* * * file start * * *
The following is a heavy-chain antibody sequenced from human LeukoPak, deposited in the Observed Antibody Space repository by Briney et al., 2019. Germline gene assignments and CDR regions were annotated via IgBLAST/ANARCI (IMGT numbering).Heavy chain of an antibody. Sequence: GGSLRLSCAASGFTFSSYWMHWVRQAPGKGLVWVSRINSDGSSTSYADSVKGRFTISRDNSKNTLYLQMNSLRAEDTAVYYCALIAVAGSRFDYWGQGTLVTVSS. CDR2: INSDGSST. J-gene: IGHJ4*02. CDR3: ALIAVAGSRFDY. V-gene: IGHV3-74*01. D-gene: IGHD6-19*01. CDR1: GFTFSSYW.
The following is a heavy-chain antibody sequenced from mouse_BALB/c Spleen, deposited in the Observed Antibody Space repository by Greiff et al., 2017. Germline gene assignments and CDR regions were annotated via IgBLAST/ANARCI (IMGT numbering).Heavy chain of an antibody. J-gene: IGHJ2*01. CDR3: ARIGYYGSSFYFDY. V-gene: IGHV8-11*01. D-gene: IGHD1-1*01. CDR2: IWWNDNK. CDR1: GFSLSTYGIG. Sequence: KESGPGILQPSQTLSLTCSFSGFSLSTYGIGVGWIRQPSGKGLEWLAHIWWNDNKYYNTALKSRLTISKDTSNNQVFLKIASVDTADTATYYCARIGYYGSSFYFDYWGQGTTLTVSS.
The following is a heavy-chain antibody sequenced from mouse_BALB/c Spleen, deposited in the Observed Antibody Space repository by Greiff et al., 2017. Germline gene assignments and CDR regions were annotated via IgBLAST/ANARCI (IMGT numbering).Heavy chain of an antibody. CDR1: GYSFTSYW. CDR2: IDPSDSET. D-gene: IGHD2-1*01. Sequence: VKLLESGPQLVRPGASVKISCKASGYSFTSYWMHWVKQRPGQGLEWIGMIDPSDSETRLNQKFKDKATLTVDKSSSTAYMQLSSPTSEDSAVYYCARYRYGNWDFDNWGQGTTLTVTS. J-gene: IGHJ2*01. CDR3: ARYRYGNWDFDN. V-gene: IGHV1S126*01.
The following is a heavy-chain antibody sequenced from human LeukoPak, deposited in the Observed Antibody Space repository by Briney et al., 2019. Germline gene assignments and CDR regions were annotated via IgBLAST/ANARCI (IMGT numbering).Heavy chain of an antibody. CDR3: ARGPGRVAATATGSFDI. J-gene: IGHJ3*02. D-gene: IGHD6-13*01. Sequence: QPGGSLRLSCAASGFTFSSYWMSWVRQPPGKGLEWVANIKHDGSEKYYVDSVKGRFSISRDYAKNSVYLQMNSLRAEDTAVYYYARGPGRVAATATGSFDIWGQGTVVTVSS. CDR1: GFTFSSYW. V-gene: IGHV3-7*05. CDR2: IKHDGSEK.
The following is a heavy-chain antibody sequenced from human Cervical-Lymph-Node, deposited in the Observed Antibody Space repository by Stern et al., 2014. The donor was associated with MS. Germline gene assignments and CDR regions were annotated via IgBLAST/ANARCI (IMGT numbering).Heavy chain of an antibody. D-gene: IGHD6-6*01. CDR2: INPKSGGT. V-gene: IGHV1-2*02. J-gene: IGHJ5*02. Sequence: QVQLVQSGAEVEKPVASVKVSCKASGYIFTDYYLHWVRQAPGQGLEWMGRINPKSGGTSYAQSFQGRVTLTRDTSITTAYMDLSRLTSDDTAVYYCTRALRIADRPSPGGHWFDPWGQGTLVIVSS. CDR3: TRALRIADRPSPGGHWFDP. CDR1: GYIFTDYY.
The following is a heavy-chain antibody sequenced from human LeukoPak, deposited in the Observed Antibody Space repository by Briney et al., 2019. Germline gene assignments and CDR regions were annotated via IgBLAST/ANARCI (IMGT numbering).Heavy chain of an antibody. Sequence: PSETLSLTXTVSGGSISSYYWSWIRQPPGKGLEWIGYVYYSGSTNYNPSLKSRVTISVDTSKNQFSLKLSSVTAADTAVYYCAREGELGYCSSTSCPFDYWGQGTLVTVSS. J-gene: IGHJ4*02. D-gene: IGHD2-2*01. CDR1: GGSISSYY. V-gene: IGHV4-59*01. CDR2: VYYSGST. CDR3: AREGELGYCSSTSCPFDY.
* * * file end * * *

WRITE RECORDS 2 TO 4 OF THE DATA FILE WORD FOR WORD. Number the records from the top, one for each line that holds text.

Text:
The following is a heavy-chain antibody sequenced from mouse_BALB/c Spleen, deposited in the Observed Antibody Space repository by Greiff et al., 2017. Germline gene assignments and CDR regions were annotated via IgBLAST/ANARCI (IMGT numbering).Heavy chain of an antibody. J-gene: IGHJ2*01. CDR3: ARIGYYGSSFYFDY. V-gene: IGHV8-11*01. D-gene: IGHD1-1*01. CDR2: IWWNDNK. CDR1: GFSLSTYGIG. Sequence: KESGPGILQPSQTLSLTCSFSGFSLSTYGIGVGWIRQPSGKGLEWLAHIWWNDNKYYNTALKSRLTISKDTSNNQVFLKIASVDTADTATYYCARIGYYGSSFYFDYWGQGTTLTVSS.
The following is a heavy-chain antibody sequenced from mouse_BALB/c Spleen, deposited in the Observed Antibody Space repository by Greiff et al., 2017. Germline gene assignments and CDR regions were annotated via IgBLAST/ANARCI (IMGT numbering).Heavy chain of an antibody. CDR1: GYSFTSYW. CDR2: IDPSDSET. D-gene: IGHD2-1*01. Sequence: VKLLESGPQLVRPGASVKISCKASGYSFTSYWMHWVKQRPGQGLEWIGMIDPSDSETRLNQKFKDKATLTVDKSSSTAYMQLSSPTSEDSAVYYCARYRYGNWDFDNWGQGTTLTVTS. J-gene: IGHJ2*01. CDR3: ARYRYGNWDFDN. V-gene: IGHV1S126*01.
The following is a heavy-chain antibody sequenced from human LeukoPak, deposited in the Observed Antibody Space repository by Briney et al., 2019. Germline gene assignments and CDR regions were annotated via IgBLAST/ANARCI (IMGT numbering).Heavy chain of an antibody. CDR3: ARGPGRVAATATGSFDI. J-gene: IGHJ3*02. D-gene: IGHD6-13*01. Sequence: QPGGSLRLSCAASGFTFSSYWMSWVRQPPGKGLEWVANIKHDGSEKYYVDSVKGRFSISRDYAKNSVYLQMNSLRAEDTAVYYYARGPGRVAATATGSFDIWGQGTVVTVSS. CDR1: GFTFSSYW. V-gene: IGHV3-7*05. CDR2: IKHDGSEK.